Category Archives: Uncategorized

Uncategorized

The Buddha and the Gods of War pt. 3: The Maitreya Chapel

(Continued from Part 2, or return to Part 1)

Just as an addendum to all this, there’s actually another large structure in gNyan Thog Monastery which has beautiful old 18th century frescoes. This is the Maitreya Chapel (dPyams Pa Lha Khang). Unfortunately I don’t know anything about this building, even the date of construction – typically, I failed to take detailed note of the wall-captions inside and thus don’t even know the subject of the frescoes in there. It’s also extremely narrow and poorly lit and for this reason it’s impossible to get any good photos of the interior. The frescoes are particularly interesting because they depict what are obviously rich stories filled with incident – princely courts, monks in assembly, wrestling matches, close battles. I hope to make a return trip to gNyan Thog Monastery this summer and hopefully get more information on these images. What I have, mostly just artistic highlights, are below.

 

 


 

 

Bibliography:

  • Āryaśūra. Jātakamālā or Garland of Birth Stories. Trans. J S Speyer. London: Oxford U Press Warehouse, 1895. Ancient Buddhist Texts. 2009. Web. <http://www.ancient-buddhist-texts.net/English-Texts/Garland-of-Birth-Stories/index.htm#Preface>.
  • 邊強. 甘肅關隘史. N.p.: 科學出版社, 2011-12. Print.
  • 果, 伯. “青海年都乎寺毛兰吉哇拉康殿壁畫內容辨識.” 中國藏學 2 (2013): n. pag. CNKI. Web. 5 Jan. 2017.
  • 才郎, 夏吾 [Sha Bo Tshe Ring]. 把總千戶滄桑. 黃南: 黃南州政協文史資料委員會, 2010. Print.
  • 崔, 永紅. 青海通史. 西寧: 青海人民出版社, 1999. Print.
  • Kalsang Norbu (Skal Bzang Nor Bu), Zhu Yongzhong, and Kevin Stuart. “A Ritual Winter Exorcism in Gnyan Thog Village, Qinghai.” Asian Folklore Studies 58.1 (1999): 189. Web.
  • Gardner, Alexander, and Evan Yerburgh. “Shakya Rinchen.” The Treasury of Lives. N.p., n.d. Web. 05 Jan. 2017.
  • 龚, 景瀚. 循化志. 西寧: 青海人民出版社, 1991. Print.
  • sLob dPon dPa Bo, ed. sKyes Rabs So bZhi Ba’i rTsa ‘Grel. Zi Ling: mTsho sNgon Mi Rigs dPe sKrun Khang, 1997. TBRC. Web. 5 Jan. 2017.
  • Nor Bu, Rin Chen. Bod Kyi Lo rGyus sLob gZhi bLo gSar ‘Jug Pa’i ‘Bab sTegs. Lan Co’u: Kan Su’u Mi Rigs dPe sKrun Khang, 1996. TBRC. Web. 5 Jan. 2017.
  • sNyan Grags, bLo bZang. gNyan Thog Byams Pa gLing gi Lo rGyus. Zi Ling: MTsho sNgon Mi Rigs dPe sKrun Khang, 2000. Print.
  • Sturgeon, Donald (ed.). 2011. Chinese Text Project. http://ctext.org
  • Tshe Ring, LCags Mo, and Gerald Roche. “Notes on the Maintenance of Diversity in Amdo: Language Use in Gnyan thog Village Annual Rituals.” Studia Orientala 113 (2013): 165-79. Academia.edu. Web. 5 Jan. 2017.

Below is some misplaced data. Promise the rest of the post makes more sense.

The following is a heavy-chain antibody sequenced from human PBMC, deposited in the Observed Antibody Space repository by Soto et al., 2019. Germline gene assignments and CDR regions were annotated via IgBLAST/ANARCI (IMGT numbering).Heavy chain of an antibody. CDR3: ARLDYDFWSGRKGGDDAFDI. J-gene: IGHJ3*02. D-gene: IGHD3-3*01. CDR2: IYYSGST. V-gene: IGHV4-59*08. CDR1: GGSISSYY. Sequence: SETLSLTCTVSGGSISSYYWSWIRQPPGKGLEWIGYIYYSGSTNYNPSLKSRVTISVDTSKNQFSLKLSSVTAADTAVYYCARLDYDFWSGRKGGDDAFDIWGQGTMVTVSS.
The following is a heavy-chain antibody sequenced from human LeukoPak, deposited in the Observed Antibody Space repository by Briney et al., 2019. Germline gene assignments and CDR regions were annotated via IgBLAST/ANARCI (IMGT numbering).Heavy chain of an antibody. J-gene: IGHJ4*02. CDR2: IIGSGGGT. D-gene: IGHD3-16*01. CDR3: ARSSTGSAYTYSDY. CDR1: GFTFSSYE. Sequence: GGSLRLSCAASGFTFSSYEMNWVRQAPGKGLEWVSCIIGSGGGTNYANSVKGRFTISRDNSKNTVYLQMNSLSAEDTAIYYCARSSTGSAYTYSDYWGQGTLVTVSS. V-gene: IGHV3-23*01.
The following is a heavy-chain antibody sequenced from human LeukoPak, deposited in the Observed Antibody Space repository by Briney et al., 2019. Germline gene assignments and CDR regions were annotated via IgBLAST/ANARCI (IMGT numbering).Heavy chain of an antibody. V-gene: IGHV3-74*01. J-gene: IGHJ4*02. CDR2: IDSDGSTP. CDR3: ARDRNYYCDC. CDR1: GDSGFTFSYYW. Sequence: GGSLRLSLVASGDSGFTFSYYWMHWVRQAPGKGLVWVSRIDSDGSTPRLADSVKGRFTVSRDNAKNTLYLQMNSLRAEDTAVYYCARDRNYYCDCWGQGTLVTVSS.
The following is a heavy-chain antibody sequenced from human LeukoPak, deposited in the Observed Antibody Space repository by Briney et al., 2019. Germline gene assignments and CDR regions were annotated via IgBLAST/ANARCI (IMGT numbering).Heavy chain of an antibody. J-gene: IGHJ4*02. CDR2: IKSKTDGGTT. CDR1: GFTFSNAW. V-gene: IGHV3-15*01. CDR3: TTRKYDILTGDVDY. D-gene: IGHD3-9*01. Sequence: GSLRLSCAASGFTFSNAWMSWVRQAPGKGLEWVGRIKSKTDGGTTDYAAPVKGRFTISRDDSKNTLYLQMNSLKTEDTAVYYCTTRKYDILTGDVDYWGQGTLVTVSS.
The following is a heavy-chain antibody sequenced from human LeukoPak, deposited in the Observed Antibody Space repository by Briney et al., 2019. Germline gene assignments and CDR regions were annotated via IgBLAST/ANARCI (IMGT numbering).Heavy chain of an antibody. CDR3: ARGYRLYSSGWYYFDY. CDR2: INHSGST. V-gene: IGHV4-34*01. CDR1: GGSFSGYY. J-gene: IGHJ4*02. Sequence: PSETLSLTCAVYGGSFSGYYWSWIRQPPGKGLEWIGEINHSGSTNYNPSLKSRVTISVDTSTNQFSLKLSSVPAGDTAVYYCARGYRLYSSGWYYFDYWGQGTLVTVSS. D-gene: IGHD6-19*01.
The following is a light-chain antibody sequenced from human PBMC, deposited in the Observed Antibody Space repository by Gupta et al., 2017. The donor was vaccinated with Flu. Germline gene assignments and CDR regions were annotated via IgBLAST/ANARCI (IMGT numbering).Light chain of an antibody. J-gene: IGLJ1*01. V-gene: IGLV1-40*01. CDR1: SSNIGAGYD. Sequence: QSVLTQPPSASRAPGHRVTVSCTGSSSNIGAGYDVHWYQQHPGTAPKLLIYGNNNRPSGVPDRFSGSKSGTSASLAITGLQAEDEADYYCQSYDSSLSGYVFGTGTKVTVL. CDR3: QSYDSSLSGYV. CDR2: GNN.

• Tshe Ring, LCags Mo. “The Origin of Gnyan Thog Village and the History of Its Chieftains.” Asian Highlands Perspective 36 (2015): 242-50. Web. 5 Jan. 2017.

 

Uncategorized

Radio Interviews at WPKN and maybe China Radio International

In other news, I recently did a radio interview about walking across Asia with Valerie Richardson on her show “Radio Something” on Bridgeport, CT’s WPKN. You can listen to it at http://archives.wpkn.org/bookmarks/listen/24204, and I’ll try to get ahold of a MP3 file and post it here.

Very indefinitely, I may also be doing another radio interview / regular interview for some folks at Beijing’s Central Radio International (CRI) English Channel. I’ve recently been hanging out with some reporters from there, including a monumentally surreal evening at a song-and-dance-show in DPRK-run hotel-restaurant in near Chaoyang Park. (Who knew indentured North Korean girls were so amazing at the accordion?) In any case the highlight of the evening was the chance to meet up with the epic Central Asian wanderer and photographer Agustinus Wibowo. Strangely enough, I’d met Agustinus once before when I was sixteen in a hostel in Osh, Kyrgyzstan. Agustinus is from Indonesia and speaks twelve languages, including Chinese, Farsi, Pashto, Russian, Kyrgyz and Uzbek. He’s a great photographer, wrote two books in Indonesian on Afghanistan and Central Asia, and has generally done some amazing things, my own favorite being a particularly epic trip hitchhiking on military horse-caravans up the Wakhan Corridor in Afghanistan. He is also just a really nice guy and I recommend a look through his pictures and stories.

In any case, some or none of these people may or may not interview me at some point. I’ll update about that here when I have a better idea of whether it’s going to happen and when.